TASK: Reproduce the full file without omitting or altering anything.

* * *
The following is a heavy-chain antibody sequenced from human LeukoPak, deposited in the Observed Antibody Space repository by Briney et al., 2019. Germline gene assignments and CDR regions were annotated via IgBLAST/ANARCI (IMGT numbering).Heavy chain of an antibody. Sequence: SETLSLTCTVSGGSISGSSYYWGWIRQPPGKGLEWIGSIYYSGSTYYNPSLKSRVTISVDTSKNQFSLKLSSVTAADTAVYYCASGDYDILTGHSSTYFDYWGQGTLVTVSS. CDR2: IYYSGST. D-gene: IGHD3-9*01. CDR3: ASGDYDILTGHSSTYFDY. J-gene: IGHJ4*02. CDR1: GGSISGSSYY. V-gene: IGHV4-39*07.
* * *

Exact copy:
The following is a heavy-chain antibody sequenced from human LeukoPak, deposited in the Observed Antibody Space repository by Briney et al., 2019. Germline gene assignments and CDR regions were annotated via IgBLAST/ANARCI (IMGT numbering).Heavy chain of an antibody. Sequence: SETLSLTCTVSGGSISGSSYYWGWIRQPPGKGLEWIGSIYYSGSTYYNPSLKSRVTISVDTSKNQFSLKLSSVTAADTAVYYCASGDYDILTGHSSTYFDYWGQGTLVTVSS. CDR2: IYYSGST. D-gene: IGHD3-9*01. CDR3: ASGDYDILTGHSSTYFDY. J-gene: IGHJ4*02. CDR1: GGSISGSSYY. V-gene: IGHV4-39*07.